Exercise tolerance is an important outcome measure in patients with COPD, mostly because there is evidence that exercise testing is superior to other functional measurements obtained at rest in demonstrating the positive effect of a specific intervention. We assessed the effect of a 5-day treatment with formoterol 12 μg twice daily on lung function, exercise capacity and dyspnea in 22 stable COPD patients, and compared 6-MWT with 12-MWT in evaluating formoterol efficacy. All subjects entered a crossover design. They underwent 6-MWT or 12-MWT in a randomised order and soon after started the 5-day treatment. After a 3-day washout, patients who had first performed 6-MWT, underwent 12-MWT, and the contrary. Formoterol induced a progressively significant increase in pre-drug FEV1 and IC and also significant changes in these parameters 2 h after its inhalation at each test day. Moreover, it increased the walked distance by 53.6 m at the end of 6-MWT and 59.9 m at the end of 12-MWT. Formoterol also induced a significant change in Borg score for dyspnea caused by the 6-MWT when compared with the pre-treatment values, whereas it significantly changed dyspnea induced by 12-MWT only after the first dose. Our study not only strengthens the importance of walking tests as a useful tool for evaluating the impact of a bronchodilator on some COPD patient-centred outcomes, but also indicates that 6-MWT seems to be a more appropriate instrument than 12-MWT for assessing the exercise response to a bronchodilator in COPD.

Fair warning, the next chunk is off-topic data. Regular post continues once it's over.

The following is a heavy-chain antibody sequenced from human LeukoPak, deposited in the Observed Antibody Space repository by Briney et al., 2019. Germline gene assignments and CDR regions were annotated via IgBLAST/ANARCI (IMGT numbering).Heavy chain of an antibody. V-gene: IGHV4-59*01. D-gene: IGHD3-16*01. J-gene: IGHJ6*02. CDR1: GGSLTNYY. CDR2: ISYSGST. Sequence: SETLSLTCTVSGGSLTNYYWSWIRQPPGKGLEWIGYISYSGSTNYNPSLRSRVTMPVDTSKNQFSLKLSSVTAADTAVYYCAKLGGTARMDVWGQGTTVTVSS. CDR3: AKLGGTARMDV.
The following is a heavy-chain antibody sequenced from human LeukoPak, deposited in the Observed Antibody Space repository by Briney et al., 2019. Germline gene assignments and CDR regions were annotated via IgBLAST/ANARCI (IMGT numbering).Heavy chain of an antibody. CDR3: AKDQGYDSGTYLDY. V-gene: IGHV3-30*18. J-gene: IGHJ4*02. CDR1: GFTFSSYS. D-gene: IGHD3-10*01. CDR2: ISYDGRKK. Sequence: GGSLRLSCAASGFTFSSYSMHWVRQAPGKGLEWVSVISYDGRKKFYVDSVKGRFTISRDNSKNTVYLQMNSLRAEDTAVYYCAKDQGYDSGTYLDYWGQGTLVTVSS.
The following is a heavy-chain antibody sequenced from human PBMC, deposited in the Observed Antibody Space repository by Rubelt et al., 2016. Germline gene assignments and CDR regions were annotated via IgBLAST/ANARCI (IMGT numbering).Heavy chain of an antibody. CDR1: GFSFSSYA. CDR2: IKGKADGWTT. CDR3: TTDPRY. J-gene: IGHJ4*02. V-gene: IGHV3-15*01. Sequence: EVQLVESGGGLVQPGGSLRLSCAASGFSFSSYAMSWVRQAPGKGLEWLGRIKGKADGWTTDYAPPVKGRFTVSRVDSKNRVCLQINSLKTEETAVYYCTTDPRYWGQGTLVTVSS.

ASJC Scopus subject areas
- Pulmonary and Respiratory Medicine